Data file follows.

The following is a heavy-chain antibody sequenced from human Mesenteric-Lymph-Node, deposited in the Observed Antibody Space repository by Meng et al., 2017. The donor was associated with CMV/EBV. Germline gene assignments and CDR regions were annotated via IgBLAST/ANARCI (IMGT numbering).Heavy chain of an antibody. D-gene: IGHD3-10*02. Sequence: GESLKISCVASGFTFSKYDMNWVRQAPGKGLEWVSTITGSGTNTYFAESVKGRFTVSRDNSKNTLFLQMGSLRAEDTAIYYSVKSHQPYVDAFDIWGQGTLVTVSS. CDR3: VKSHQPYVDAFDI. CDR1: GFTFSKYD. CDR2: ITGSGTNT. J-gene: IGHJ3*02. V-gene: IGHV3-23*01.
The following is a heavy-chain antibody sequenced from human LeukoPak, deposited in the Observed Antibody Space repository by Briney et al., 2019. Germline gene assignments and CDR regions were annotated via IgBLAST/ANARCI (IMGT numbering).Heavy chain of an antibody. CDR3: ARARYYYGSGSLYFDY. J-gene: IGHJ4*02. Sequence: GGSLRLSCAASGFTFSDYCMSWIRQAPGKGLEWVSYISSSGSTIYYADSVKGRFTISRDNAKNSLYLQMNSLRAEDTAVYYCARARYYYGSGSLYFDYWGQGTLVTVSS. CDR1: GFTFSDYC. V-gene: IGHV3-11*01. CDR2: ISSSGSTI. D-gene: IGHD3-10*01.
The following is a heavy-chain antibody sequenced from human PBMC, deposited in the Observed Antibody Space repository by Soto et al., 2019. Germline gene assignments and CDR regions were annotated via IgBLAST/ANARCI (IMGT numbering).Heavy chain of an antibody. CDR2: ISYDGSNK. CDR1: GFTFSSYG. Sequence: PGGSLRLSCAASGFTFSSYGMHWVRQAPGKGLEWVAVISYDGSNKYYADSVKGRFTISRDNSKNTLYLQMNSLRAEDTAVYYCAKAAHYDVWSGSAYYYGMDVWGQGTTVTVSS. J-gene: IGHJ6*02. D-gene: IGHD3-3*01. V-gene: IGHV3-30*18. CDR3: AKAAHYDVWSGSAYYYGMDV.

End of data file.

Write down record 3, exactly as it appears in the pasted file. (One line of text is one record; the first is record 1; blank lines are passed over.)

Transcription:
The following is a heavy-chain antibody sequenced from human PBMC, deposited in the Observed Antibody Space repository by Soto et al., 2019. Germline gene assignments and CDR regions were annotated via IgBLAST/ANARCI (IMGT numbering).Heavy chain of an antibody. CDR2: ISYDGSNK. CDR1: GFTFSSYG. Sequence: PGGSLRLSCAASGFTFSSYGMHWVRQAPGKGLEWVAVISYDGSNKYYADSVKGRFTISRDNSKNTLYLQMNSLRAEDTAVYYCAKAAHYDVWSGSAYYYGMDVWGQGTTVTVSS. J-gene: IGHJ6*02. D-gene: IGHD3-3*01. V-gene: IGHV3-30*18. CDR3: AKAAHYDVWSGSAYYYGMDV.